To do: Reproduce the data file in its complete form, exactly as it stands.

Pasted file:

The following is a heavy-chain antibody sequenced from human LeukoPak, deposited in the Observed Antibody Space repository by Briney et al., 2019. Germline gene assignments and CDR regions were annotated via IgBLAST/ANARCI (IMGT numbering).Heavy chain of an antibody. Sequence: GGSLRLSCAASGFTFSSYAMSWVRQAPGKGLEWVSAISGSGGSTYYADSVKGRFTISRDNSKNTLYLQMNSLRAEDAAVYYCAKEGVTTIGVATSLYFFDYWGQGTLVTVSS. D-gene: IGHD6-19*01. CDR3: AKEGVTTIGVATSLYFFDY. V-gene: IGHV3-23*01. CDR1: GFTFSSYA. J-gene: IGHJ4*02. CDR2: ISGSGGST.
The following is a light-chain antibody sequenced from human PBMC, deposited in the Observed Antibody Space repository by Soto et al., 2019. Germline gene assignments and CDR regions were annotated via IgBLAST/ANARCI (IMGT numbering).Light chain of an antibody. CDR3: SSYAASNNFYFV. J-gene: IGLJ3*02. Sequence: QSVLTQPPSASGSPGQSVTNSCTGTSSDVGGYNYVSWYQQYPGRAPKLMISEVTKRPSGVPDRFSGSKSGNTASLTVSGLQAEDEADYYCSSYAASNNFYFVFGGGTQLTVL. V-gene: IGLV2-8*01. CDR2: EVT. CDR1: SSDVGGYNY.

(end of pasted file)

The following is a heavy-chain antibody sequenced from human LeukoPak, deposited in the Observed Antibody Space repository by Briney et al., 2019. Germline gene assignments and CDR regions were annotated via IgBLAST/ANARCI (IMGT numbering).Heavy chain of an antibody. Sequence: GGSLRLSCAASGFTFSSYAMSWVRQAPGKGLEWVSAISGSGGSTYYADSVKGRFTISRDNSKNTLYLQMNSLRAEDAAVYYCAKEGVTTIGVATSLYFFDYWGQGTLVTVSS. D-gene: IGHD6-19*01. CDR3: AKEGVTTIGVATSLYFFDY. V-gene: IGHV3-23*01. CDR1: GFTFSSYA. J-gene: IGHJ4*02. CDR2: ISGSGGST.
The following is a light-chain antibody sequenced from human PBMC, deposited in the Observed Antibody Space repository by Soto et al., 2019. Germline gene assignments and CDR regions were annotated via IgBLAST/ANARCI (IMGT numbering).Light chain of an antibody. CDR3: SSYAASNNFYFV. J-gene: IGLJ3*02. Sequence: QSVLTQPPSASGSPGQSVTNSCTGTSSDVGGYNYVSWYQQYPGRAPKLMISEVTKRPSGVPDRFSGSKSGNTASLTVSGLQAEDEADYYCSSYAASNNFYFVFGGGTQLTVL. V-gene: IGLV2-8*01. CDR2: EVT. CDR1: SSDVGGYNY.